What to consider when buying a pair of shooting gloves
There are a ton of options as far as shooting gloves go. The list extends beyond the ones listed in this review and, understandably, people prefer different things. If you choose to pick another offering, let this section be your guide on different categories of shooting gloves and key features to look out for.
Types of shooting gloves
I’ve categorized shooting gloves into three different types. There are lightweight, which are often specialized gloves; middleweight, which are well rounded; and heavyweight, which are meant for hard, specialized use. Each category has its distinct differences and uses. In fact, I often carry both lightweight and middleweight gloves.
These gloves are light. Though they are generally affordable, they are not necessarily cheaply made. Usually, these trade insulation (and sometimes durability) for dexterity, feel, and grip.
Consider these a specialty glove. A professional glove. Sleek and specialized. These gloves can sometimes hack it in the field but are not purpose-built to withstand harsh conditions. Mostly, I love these types of gloves for hot days at the flat range or shooting matches where I want at least some protection on my hands.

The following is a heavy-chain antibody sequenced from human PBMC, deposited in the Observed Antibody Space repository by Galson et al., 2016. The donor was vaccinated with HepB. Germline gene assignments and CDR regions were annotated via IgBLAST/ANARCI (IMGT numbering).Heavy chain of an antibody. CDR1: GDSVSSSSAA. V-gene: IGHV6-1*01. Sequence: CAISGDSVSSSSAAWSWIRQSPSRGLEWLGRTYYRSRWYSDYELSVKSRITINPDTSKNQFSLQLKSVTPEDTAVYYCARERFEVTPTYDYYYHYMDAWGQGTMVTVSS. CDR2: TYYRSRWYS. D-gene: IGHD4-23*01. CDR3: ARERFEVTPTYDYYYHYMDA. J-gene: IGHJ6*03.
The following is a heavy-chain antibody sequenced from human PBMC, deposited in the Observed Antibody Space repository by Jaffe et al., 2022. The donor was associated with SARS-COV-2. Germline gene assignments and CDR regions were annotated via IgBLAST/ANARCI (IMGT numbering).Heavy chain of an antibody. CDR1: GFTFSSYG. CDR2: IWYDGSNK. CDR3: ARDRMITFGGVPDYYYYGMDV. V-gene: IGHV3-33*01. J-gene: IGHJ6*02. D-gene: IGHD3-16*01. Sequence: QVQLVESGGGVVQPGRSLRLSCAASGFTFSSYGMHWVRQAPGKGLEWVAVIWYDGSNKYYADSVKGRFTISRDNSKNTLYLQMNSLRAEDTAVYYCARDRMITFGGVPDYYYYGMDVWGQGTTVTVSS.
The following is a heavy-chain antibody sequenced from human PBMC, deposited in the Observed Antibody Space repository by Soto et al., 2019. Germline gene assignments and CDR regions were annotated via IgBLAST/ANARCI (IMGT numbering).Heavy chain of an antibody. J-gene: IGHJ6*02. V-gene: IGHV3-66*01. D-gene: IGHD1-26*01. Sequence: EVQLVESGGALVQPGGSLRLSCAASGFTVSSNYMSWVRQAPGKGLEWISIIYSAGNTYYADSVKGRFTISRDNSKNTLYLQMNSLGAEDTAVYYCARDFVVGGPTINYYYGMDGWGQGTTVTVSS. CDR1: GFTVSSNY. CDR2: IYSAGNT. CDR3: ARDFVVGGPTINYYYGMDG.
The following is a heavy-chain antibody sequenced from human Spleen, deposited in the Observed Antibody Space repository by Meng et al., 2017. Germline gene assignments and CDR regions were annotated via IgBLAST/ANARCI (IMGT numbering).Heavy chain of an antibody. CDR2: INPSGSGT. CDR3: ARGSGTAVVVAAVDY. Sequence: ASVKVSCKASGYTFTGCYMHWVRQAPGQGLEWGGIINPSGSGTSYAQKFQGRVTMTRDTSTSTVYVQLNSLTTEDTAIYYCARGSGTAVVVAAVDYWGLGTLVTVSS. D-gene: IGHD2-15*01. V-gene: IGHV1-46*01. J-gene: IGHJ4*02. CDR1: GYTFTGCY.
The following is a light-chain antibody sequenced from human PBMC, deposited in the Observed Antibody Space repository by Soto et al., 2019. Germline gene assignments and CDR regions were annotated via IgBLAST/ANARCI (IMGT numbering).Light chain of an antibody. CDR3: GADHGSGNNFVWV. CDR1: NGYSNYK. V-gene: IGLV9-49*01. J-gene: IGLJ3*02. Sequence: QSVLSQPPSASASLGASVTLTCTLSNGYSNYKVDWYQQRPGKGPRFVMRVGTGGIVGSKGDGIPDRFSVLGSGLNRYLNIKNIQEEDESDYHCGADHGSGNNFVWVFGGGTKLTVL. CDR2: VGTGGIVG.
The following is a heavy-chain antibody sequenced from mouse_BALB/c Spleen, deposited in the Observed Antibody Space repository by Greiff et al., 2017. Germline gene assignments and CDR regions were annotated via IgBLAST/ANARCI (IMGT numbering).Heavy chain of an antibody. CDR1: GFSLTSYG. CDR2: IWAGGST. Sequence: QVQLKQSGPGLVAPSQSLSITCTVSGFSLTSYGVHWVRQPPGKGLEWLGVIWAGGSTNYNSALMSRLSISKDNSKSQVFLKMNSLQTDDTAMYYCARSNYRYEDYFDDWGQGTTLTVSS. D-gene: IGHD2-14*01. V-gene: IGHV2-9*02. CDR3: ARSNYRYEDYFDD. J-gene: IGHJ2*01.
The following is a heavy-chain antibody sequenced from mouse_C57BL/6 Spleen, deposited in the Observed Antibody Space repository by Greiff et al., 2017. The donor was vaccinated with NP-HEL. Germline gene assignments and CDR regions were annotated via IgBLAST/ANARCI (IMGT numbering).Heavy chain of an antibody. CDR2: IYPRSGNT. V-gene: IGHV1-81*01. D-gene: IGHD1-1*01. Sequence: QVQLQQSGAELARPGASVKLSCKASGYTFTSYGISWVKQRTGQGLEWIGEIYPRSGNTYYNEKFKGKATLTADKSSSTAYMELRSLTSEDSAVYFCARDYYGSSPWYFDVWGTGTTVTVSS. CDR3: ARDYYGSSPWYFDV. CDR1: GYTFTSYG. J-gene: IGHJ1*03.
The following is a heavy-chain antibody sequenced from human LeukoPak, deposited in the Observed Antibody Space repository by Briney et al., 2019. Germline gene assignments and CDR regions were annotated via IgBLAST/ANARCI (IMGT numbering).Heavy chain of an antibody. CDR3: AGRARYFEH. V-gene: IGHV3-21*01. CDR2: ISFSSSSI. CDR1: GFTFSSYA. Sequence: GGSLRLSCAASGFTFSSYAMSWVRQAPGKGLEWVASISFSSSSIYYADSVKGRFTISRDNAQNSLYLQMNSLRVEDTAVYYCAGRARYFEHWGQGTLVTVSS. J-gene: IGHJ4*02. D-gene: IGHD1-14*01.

Gloves in this category include the PIG Full Dexterity Tactical Alpha and Delta, Mechanix Fast Fit, and Magpul Technical gloves.
Middleweight is usually where the well-rounded gloves can be found. Unless you require carbon-fiber knuckle protection or extreme insulation, this is probably about as high in protection as you need to go. Your hands are well-protected against minor scrapes and bumps at this level, but do not go grabbing suppressors or expect to punch through drywall. In this weight class, you might get some weather protection and insulation, but not enough for the arctic.
Gloves in this category include the Outdoor Research IronSight, Viktos Wartorn, and Mechanix MPact gloves.
Personally, I own both middleweights and lightweights to give me options on days where the weather might change or I might have to move splintery target stands.
These, like the lightweights, are specialized. They just exist on the other end of the spectrum and can be specialized in any number of ways. The tradeoff here is usually in the dexterity and feel categories.
These are for hard use and will protect your hands, whether from physical dangers or the elements. In this category, there’s a wide range of gloves for a wide range of applications. While these may not be the best shooting gloves for flat range, these are usually the best shooting gloves for situations they were designed for.
Gloves in this category include the Oakley Factory Pilot 2.0, Viktos Cold Shot, and a variety of tactical gloves.
Key features of shooting gloves
Remember, shooting gloves do not necessarily have to be marketed as “shooting gloves.” I’d even venture as far as to say that mountain bike and wide receiver gloves would make better shooting gloves than some shooting gloves. Nonetheless, there are key features to look for when choosing a pair of shooting gloves. I’ve narrowed it down to four essential features for the sake of simplicity: closure, fit, dexterity, and protection.